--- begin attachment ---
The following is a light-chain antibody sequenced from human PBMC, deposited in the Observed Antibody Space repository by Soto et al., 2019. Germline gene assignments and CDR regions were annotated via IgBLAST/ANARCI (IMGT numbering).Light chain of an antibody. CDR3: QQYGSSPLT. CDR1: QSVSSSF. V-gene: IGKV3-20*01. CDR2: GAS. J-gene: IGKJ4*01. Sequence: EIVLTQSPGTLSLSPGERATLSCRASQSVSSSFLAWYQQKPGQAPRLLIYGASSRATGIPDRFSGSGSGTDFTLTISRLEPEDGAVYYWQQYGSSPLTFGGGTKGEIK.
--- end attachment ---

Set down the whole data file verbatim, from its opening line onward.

The following is a light-chain antibody sequenced from human PBMC, deposited in the Observed Antibody Space repository by Soto et al., 2019. Germline gene assignments and CDR regions were annotated via IgBLAST/ANARCI (IMGT numbering).Light chain of an antibody. CDR3: QQYGSSPLT. CDR1: QSVSSSF. V-gene: IGKV3-20*01. CDR2: GAS. J-gene: IGKJ4*01. Sequence: EIVLTQSPGTLSLSPGERATLSCRASQSVSSSFLAWYQQKPGQAPRLLIYGASSRATGIPDRFSGSGSGTDFTLTISRLEPEDGAVYYWQQYGSSPLTFGGGTKGEIK.